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· Senior Something
1,127 Posts
Discussion Starter · #1 ·
I'm using oil based poly on my project, mainly because I have a ton of it. I have a Wooster badger hair brush as recommended by some of you in a previous thread. I plan on laying down a thin coat, but not overworking the surface. I'm guessing I have to wait overnight before applying the second, third... coats. That's all I know.

What is the proper thing to do in between coats?
1) Nothing, only prior to the last coat?
2) Sand lightly with paper (I have 150 garnet and if need be I'll sacrifice a couple of 220 grit discs (by hand))?
3) I have 0000 steel wool. Should I use that? Somewhere I read the general convention was to steer clear of steel wool.

Any other suggestions,DOs or DON'Ts etc?

I'm sure this has been beaten to death before and I apologize for bringing it up again. I did a search for the info and I got a little dizzy wading through them all. If you have responded in the past, just point me to the thread(s) and don't waste anymore of your time trying to explain it to me.

Thanks for your help.

· Registered
29,456 Posts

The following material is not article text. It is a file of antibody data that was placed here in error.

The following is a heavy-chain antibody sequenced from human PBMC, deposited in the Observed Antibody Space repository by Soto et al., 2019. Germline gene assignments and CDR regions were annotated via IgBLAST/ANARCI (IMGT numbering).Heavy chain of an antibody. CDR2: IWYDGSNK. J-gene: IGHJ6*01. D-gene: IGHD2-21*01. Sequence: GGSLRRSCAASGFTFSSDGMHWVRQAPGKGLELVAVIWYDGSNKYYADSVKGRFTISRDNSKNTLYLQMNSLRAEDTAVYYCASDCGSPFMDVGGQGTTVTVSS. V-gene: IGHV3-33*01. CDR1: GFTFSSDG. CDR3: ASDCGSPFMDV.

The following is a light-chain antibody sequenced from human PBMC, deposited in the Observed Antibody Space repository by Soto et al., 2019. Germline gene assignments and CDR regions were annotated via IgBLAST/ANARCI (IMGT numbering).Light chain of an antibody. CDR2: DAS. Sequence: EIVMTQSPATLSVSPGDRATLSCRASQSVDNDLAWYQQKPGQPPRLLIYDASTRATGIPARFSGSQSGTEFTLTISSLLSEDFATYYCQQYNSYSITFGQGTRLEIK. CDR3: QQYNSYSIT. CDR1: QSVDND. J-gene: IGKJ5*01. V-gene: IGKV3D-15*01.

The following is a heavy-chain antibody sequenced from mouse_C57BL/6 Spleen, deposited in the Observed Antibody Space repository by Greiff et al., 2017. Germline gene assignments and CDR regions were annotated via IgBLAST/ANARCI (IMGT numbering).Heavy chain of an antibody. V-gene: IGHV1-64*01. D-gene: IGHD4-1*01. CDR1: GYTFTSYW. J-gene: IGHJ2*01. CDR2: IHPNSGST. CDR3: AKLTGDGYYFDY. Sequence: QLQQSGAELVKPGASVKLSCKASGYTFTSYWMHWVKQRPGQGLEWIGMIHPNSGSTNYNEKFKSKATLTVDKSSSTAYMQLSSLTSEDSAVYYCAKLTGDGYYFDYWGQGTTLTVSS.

Well first if your project is light in color you shouldn't use the oil based poly. Over time it will yellow and look bad. A water based poly will remain clear. If you had the means of spraying you could use a cab-acrylic lacquer and it would remain clear.

I wouldn't use steel wool between coats. It's too messy and hard to clean off and forms to the surface instead of sanding flat. When brushing there will be a certain amount of brush marks in the finish and sanding will tend to take the ridges off. I would recommend using 220 grit sandpaper between coats. Sherwin Williams sells Glit sanding pads which work well for between the coats sanding. The extra fine pad is what I would use and can be used with water or dry.

· Rick Mosher
1,041 Posts
You always should sand between coats of oil based poly. It is an oxidizing type finish so it doesn't "melt" into previous coats like shellac or lacquer. That means it requires a mechanical bond for each coat to adhere to the previous one. 220 as Steve suggested usually is fine depending on how thin you apply the poly, with thin coats the sanding scratches could telegraph through when dry. I prefer 320 grit myself. Best thing is to do some samples first and make sure everything works how you want it to. :yes:

· Old School
24,011 Posts
I prefer 320 grit myself. Best thing is to do some samples first and make sure everything works how you want it to. :yes:
+1. :yes: I also prefer 320x. I like using the light gray silicone carbide intended for dry use. It could be called "No-Fil", or "Fre-Cut". Make sure that the coat to be sanded is cured. If the paper seems sticky to the poly, it isn't dry enough.

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